Miss Grape ILCOSO Review: A Modular Handlebar Cradle
The Miss Grape ILCOSO is a unique modular handlebar bag cradle and accessory mount designed to solve several quandaries often created by handlebar bags, such as tire clearance and cable interference. A few of us have been testing the ILCOSO to see how it performs over the long haul. Find our review here…
Additional insight and photos by Logan Watts
If you’ve seen our Handlebar Harness and Handlebar Roll Gear Index, you’ll know we left out one similar handlebar bag system: the cradle. Handlebar cradles are essentially rigid mini-racks that typically bolt on to your handlebar or steerer tube and provide a wiggle-free spot for strapping on a dry bag, tent, packraft, or other cylindrical item. The Salsa Anything Cradle was one of the first commercially available options, and a handful of boutique alternatives are on the market today. Those include custom options made by frame builders, such as the Spacer Cradle Rack from Goodday + Curiosity, the new Rat King Cradle, and the Hunter Cycles Cow Catcher.
One advantage of handlebar-mounted cradles is that they can be rotated to adjust where the cradle and load are positioned, which means more options for riders with limited bag-to-tire clearance. Cradles also generally protrude away from the handlebars slightly, which leaves room for accessories, different hand positions, and cables. Some modern carbon mountain bikes also have cable routing that protrudes from the front of the headtube, making traditional handlebar bags nearly impossible use. A cradle is one of the only viable options in such cases.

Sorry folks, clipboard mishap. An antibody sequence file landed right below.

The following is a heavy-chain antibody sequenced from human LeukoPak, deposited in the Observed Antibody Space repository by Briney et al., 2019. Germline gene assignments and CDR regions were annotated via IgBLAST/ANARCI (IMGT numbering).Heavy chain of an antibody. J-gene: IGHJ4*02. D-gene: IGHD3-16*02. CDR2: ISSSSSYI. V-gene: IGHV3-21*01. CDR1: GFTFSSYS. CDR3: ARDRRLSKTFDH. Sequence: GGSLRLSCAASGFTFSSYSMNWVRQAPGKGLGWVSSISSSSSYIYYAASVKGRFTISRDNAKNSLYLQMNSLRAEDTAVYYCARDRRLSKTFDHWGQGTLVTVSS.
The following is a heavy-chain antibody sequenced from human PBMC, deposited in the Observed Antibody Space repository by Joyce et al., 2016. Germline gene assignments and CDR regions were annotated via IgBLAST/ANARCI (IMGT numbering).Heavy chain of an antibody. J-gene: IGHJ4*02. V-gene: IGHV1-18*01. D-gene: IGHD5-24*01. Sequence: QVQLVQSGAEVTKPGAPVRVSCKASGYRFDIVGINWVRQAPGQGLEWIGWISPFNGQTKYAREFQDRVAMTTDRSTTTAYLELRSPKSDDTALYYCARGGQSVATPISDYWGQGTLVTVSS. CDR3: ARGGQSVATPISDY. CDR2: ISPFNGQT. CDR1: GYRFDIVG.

Although cradles have some clear advantages over fabric harnesses and rolls, there still aren’t many off-the-shelf options at a lower price point. From what I’ve found, there are only three: the Salsa EXP Anything Cradle, the Aeroe Spider Handlebar Harness, and the relatively new Miss Grape ILCOSO, pronounced eel-koso—which translates to “The Thing.” Logan, Neil, and I have been testing the ILCOSO for several months for this review. Read on for details, and find their thoughts scattered throughout.
The Miss Grape ILCOSO is a modular handlebar-mounted system that incorporates a lower dry bag rack—which looks very similar to the Salsa Anything Cradle—and an upper accessory mount bar to add versatility and attach a light and/or a GPS device. The ILCOSO is made from PA6 polyamide, a thermoplastic nylon known for its high tensile strength and good impact resistance. The accessory bar is made from anodized aluminum tubing. The system comes with mounting brackets in two lengths, both of which work with carbon or aluminum handlebars with a 31.8mm clamping area that’s at least 83mm (3.3″) wide. In addition, the brackets can be tilted up or down to dial in the position on your bars. The system includes two adjustable straps that live on the cradle, and Miss Grape recommends using a dry bag with a maximum recommended diameter of 19cm (7.5″). The system is rated for up to 3 kilograms (6.6 pounds).